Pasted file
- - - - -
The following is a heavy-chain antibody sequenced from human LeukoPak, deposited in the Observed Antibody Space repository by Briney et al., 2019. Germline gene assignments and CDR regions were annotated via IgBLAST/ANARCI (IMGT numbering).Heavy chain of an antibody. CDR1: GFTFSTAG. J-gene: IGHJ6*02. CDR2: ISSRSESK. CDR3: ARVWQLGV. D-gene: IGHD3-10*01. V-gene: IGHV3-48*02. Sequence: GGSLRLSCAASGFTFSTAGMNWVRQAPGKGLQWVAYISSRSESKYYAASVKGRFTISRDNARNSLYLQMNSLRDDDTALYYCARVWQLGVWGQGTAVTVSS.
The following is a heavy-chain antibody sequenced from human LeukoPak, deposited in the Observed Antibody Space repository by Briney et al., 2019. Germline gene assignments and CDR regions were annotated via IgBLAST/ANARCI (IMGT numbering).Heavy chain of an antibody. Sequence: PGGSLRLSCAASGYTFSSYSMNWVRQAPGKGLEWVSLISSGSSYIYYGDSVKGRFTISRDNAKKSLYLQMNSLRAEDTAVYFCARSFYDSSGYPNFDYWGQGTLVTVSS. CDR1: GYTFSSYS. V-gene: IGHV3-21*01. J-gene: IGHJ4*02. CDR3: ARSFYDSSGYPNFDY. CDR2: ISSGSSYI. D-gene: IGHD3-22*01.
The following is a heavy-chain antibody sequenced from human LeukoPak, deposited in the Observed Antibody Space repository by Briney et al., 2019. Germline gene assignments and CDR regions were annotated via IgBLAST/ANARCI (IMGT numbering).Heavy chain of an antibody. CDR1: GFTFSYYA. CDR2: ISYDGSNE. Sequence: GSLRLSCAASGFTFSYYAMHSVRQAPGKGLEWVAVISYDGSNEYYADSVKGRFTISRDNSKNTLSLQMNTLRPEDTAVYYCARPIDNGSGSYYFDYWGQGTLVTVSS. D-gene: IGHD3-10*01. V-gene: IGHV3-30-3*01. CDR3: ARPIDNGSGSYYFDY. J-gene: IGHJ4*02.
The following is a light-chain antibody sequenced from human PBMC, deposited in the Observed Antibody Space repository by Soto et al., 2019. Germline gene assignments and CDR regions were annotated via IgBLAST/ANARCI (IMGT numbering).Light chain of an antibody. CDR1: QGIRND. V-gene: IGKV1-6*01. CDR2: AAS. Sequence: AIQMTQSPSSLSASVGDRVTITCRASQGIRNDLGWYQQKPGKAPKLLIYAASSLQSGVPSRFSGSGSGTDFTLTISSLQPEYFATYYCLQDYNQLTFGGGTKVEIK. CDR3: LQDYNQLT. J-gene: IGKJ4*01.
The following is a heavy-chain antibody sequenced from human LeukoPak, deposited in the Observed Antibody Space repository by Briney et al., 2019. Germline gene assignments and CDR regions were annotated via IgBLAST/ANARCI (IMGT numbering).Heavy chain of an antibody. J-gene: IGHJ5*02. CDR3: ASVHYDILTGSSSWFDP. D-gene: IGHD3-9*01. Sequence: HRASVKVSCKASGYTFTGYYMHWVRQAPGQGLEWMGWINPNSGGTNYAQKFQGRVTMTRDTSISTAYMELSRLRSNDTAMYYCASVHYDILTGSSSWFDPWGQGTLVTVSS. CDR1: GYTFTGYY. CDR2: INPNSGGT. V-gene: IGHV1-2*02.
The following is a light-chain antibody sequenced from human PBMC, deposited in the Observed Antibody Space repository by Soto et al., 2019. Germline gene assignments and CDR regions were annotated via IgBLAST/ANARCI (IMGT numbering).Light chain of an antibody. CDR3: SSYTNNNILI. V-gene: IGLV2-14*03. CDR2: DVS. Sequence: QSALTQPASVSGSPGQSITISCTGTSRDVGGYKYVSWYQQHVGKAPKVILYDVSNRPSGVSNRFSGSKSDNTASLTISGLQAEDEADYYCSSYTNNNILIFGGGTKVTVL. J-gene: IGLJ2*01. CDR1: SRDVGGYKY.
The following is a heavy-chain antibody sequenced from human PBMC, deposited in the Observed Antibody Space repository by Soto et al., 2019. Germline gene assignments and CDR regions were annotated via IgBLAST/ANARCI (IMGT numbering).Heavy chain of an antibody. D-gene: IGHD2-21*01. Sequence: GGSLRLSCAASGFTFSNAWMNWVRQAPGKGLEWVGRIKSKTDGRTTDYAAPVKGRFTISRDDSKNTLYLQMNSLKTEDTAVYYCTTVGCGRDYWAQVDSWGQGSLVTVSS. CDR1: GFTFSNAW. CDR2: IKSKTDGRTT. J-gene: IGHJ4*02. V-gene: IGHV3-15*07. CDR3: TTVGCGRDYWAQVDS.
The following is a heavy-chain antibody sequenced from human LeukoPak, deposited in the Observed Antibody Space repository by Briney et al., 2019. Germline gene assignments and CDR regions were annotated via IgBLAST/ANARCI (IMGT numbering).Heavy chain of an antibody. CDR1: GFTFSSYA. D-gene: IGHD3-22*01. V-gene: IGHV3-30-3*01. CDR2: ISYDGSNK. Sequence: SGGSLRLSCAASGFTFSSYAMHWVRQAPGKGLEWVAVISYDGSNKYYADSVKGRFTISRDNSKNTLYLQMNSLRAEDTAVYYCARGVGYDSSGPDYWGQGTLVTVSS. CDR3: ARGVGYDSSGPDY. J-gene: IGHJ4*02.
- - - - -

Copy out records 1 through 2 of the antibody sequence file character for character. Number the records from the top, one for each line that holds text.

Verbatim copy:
The following is a heavy-chain antibody sequenced from human LeukoPak, deposited in the Observed Antibody Space repository by Briney et al., 2019. Germline gene assignments and CDR regions were annotated via IgBLAST/ANARCI (IMGT numbering).Heavy chain of an antibody. CDR1: GFTFSTAG. J-gene: IGHJ6*02. CDR2: ISSRSESK. CDR3: ARVWQLGV. D-gene: IGHD3-10*01. V-gene: IGHV3-48*02. Sequence: GGSLRLSCAASGFTFSTAGMNWVRQAPGKGLQWVAYISSRSESKYYAASVKGRFTISRDNARNSLYLQMNSLRDDDTALYYCARVWQLGVWGQGTAVTVSS.
The following is a heavy-chain antibody sequenced from human LeukoPak, deposited in the Observed Antibody Space repository by Briney et al., 2019. Germline gene assignments and CDR regions were annotated via IgBLAST/ANARCI (IMGT numbering).Heavy chain of an antibody. Sequence: PGGSLRLSCAASGYTFSSYSMNWVRQAPGKGLEWVSLISSGSSYIYYGDSVKGRFTISRDNAKKSLYLQMNSLRAEDTAVYFCARSFYDSSGYPNFDYWGQGTLVTVSS. CDR1: GYTFSSYS. V-gene: IGHV3-21*01. J-gene: IGHJ4*02. CDR3: ARSFYDSSGYPNFDY. CDR2: ISSGSSYI. D-gene: IGHD3-22*01.